The hole drilled in the Bar Hill comb suggests that it may have been displayed in some symbolic way. The teeth carved into the piece of skull, however, initially suggested another possible—and more practical—function.
“The most unusual thing about the Bar Hill comb that really distinguishes it from the broader context of curated and modified human bones, in Iron Age Britain at least, is the fact that along the bottom edge, it has these sorts of teeth cut into the edge,” Marshall says. The other two skull combs also have teeth, and Marshall first thought it was possible that all three objects were actually used to comb through hair.
“I wondered if it was a sort of ritualized thing, preparation for ceremonies or important events,” Marshall says. Or, he thought, it might have been a way for people to honor ancestors, using the comb for grooming as a symbol of having someone you love looking after you on a daily basis from the afterlife. The comb’s owner may have worn the comb as an amulet, perhaps using the drilled hole to string it like a necklace.
“If you cast around, you can find other examples of this sort of thing,” says Marshall, “things like Victorian mourning jewelry.” Eventually, he concluded it’s unlikely the comb was used for grooming, as its relatively short teeth lack signs of wear consistent with being pulled through hair repeatedly.
There may have been another utilitarian use for the object, he says: as a hide scraper. While it would be a first to find a skull fragment used this way, human limb bones, whittled down for use as tools in hide preparation and leatherworking, have been found at Iron Age sites in the nearby towns of Trumpington and Bedfordshire.
Regardless of how the Bar Hill comb was used, it’s likely that it had some symbolic meaning for the user. Waddington says that the transformation of the skull into a comb-like object reminds her of human skull fragments found at a ceremonial feasting site in Potton, about 20 miles southwest of Bar Hill. The site is a few centuries older than Bar Hill, and the fragments were shaped into small squares. Waddington believes that both the Potton and Bar Hill fragments may have been considered powerful objects linked to the deceased.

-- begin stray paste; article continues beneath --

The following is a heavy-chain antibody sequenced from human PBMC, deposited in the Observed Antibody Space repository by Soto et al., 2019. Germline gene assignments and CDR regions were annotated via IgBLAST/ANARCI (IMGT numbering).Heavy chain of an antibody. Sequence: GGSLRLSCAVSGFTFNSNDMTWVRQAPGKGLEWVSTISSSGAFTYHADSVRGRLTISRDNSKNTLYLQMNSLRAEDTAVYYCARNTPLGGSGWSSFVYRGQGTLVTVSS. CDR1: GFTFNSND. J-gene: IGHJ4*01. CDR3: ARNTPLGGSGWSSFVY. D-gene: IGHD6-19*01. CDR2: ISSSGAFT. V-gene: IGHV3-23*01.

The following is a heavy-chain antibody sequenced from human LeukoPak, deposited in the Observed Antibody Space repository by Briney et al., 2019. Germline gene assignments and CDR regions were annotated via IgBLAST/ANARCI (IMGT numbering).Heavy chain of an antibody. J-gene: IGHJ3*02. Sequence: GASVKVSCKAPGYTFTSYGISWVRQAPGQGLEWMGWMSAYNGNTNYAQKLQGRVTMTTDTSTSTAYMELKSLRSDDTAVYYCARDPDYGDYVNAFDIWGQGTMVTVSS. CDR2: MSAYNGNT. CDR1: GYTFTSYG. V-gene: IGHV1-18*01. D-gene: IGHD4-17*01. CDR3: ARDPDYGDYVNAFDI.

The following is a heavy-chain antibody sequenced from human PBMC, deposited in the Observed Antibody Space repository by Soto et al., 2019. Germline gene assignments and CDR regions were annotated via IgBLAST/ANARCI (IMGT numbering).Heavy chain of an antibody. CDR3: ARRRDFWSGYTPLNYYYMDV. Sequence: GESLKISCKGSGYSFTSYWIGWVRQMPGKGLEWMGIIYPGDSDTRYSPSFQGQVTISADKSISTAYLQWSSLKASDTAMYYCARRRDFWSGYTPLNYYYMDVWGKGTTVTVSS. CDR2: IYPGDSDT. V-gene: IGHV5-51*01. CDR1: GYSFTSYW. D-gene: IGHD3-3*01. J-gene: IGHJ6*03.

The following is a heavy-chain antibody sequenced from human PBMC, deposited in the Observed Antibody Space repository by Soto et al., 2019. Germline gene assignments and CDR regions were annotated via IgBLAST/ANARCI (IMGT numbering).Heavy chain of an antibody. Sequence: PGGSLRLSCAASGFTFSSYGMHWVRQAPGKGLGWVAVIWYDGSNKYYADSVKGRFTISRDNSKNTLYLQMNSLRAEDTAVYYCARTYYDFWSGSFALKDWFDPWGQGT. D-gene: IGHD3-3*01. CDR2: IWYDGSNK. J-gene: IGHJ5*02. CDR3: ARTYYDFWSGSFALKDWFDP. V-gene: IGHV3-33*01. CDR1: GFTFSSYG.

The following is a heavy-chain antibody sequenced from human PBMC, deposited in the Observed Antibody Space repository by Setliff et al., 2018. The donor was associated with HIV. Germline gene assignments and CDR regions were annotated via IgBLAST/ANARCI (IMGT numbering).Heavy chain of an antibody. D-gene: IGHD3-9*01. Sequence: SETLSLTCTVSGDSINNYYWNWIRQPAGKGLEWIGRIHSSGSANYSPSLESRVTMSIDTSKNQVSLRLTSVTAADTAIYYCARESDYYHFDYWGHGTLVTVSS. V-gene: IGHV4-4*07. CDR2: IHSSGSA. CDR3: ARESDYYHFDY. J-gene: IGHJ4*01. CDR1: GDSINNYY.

The researchers acknowledge we may never know the significance of the Bar Hill comb, or the two similar combs previously found in the area. The full story of these rare combs may have been lost with the communities that made them. “There are lots of little local traditions that distinguish people,” says Melanie Giles, a University of Manchester archaeologist whose research focuses on Iron Age Britain and Northwestern Europe.
Marshall and his team continue to study the Bar Hill comb and other finds from the excavations, looking for clues to regional variability in the ways human remains were treated in the Iron Age. They’re now focused on other human remains found at the A14 site, and hope to extract and analyze ancient DNA from the material. “This might tell us more about mobility within those communities, and may help us get answers,” Marshall says.
While the evidence currently points to the skull combs being a local custom, Marshall believes that, eventually, additional discoveries may connect it with broader traditions throughout Iron Age Europe.
“I think it’s really interesting that this is a recurrent way of treating the dead,” Marshall says. “It’s happened at least three times—and that’s just the times we’ve dug the holes and found them.”